The Dream Archipelagoís opening story or prologue, "The Equatorial Moment", evokes the time vortex that overhangs the islands, making events occurring on them strangely simultaneous (and the collectionís stories by implication parts of a single coherent whole). Aircraft employ the vortex as a sort of short cut, and are stacked there in a vertical array; the role of the aircrews as observers is emphasized. "The Watched", the concluding piece, takes this motif of observation and carries it to elaborate lengths. More briskly told than the earlier stories, and strengthened in its revised form since its appearance in Priestís second collection, An Infinite Summer, "The Watched" investigates a further implication of war: that spying and surveillance may destroy all privacy, making everyone a spy, everyone a subject of spying. Tiny camera devices known as scintillas are being used in the war, and have spread to the extent of being as common as pollen. A reclusive millionaire living on an equatorial island is surreptitiously observing his neighbours, refugees belonging to an ancient and even more secretive culture; anthropologists wanting a glimpse of these Qataari visually tantalize and spy on the millionaire; the refugees monitor and manipulate everybody. Free will comes to seem an illusion; ritual displaces spontaneity. As a study of the psychology of voyeurism, "The Watched" is very incisive indeed; with its chess-like logic of construction, its extraordinary control of suspense, and its brilliant closing orchestration of the concerns of the entire volume, "The Watched" must rank as one of the greatest SF novellas.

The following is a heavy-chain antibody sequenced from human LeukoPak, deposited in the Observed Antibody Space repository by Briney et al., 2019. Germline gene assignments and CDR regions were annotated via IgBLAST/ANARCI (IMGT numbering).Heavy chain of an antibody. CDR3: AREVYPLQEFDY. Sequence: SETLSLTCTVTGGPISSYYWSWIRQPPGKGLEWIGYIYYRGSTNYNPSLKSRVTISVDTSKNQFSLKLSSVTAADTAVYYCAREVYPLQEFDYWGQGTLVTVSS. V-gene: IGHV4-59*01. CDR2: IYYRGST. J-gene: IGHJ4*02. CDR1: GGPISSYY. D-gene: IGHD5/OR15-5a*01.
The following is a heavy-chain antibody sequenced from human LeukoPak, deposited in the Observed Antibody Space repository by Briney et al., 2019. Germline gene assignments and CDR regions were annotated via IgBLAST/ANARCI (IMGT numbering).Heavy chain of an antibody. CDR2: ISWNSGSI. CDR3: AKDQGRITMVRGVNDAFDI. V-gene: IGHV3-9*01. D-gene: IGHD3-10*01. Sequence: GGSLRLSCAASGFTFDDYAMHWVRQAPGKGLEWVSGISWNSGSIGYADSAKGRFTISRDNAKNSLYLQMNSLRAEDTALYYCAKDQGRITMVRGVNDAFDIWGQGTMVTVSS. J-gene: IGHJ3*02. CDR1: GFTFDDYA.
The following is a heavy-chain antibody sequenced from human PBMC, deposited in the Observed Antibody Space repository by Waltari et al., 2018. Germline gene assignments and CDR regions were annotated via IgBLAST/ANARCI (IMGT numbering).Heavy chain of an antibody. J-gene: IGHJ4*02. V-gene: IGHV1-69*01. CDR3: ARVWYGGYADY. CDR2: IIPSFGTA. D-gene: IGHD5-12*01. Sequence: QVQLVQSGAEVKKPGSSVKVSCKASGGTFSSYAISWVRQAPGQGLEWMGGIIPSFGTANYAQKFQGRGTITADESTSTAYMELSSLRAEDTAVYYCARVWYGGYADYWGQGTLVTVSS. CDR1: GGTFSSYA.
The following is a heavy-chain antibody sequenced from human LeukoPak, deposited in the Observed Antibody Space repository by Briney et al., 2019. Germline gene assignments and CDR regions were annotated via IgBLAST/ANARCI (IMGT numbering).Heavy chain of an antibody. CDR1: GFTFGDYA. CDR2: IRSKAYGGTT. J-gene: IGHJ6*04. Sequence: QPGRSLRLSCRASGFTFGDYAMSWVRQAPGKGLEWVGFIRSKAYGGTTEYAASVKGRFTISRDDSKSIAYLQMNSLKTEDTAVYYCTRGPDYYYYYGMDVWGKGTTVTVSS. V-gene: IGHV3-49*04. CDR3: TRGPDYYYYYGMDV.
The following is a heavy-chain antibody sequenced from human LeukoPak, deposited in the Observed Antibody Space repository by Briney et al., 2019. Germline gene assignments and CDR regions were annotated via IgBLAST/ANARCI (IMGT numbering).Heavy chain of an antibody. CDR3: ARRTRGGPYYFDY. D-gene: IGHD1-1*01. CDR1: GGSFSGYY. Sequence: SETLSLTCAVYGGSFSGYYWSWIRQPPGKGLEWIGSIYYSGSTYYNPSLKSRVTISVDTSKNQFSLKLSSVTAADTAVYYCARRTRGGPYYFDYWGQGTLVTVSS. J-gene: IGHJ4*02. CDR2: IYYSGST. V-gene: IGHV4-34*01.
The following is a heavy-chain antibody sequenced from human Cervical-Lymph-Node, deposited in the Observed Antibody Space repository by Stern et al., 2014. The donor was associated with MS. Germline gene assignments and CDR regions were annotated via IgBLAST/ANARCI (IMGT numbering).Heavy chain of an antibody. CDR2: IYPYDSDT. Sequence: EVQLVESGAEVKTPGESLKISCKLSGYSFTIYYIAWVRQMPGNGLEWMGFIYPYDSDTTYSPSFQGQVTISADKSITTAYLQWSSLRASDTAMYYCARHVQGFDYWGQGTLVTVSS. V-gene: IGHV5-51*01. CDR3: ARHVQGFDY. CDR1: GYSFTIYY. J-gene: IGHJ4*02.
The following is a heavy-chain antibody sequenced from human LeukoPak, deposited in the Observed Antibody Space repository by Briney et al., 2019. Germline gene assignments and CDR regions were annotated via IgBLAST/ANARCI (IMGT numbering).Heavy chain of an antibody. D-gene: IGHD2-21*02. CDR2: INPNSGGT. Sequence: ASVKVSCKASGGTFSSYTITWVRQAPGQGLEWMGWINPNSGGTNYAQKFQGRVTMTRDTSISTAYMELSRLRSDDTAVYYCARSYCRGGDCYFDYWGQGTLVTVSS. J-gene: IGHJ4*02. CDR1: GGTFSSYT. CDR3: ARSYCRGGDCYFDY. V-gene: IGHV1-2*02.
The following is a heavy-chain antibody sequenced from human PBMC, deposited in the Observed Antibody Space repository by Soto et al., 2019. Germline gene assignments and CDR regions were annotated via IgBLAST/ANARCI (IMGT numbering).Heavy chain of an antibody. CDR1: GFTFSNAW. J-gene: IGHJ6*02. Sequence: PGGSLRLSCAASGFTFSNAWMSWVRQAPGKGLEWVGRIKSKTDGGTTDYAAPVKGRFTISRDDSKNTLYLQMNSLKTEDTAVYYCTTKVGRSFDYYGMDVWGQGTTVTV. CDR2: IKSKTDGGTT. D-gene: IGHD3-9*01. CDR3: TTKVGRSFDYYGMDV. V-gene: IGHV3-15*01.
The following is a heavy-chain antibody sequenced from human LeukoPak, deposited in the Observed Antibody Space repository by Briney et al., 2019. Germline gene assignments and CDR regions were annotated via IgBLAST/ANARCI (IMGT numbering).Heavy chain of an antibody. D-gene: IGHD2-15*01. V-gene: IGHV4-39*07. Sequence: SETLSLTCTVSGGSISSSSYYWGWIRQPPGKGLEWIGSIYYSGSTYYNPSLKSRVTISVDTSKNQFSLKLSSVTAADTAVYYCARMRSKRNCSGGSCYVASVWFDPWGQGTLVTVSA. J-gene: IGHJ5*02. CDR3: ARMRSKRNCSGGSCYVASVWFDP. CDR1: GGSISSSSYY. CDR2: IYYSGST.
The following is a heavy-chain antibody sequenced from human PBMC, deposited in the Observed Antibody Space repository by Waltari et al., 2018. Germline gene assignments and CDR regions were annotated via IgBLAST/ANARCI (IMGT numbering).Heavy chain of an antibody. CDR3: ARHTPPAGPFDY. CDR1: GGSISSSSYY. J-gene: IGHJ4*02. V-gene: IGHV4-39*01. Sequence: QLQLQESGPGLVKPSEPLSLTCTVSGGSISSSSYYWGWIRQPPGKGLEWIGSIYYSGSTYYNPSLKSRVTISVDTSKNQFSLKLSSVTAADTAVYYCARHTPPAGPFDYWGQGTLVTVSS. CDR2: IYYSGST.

If this book has a defect, it is stylistic: despite his great literary ambition, Priest is not as smooth a master of language as, say, John Crowley or M John Harrison. At times, a claustrophobic clumsiness hampers Priestís prose, and his rather gloomy Englishness of tone can verge, depressingly, on the pedestrian. But his mastery of structure decidedly outweighs this: The Dream Archipelago is virtuosity of narrative design at its most cunning, its most urgent, and its most elegant.

Review by Nick Gevers.
More of Nick's reviews are online at Parsec.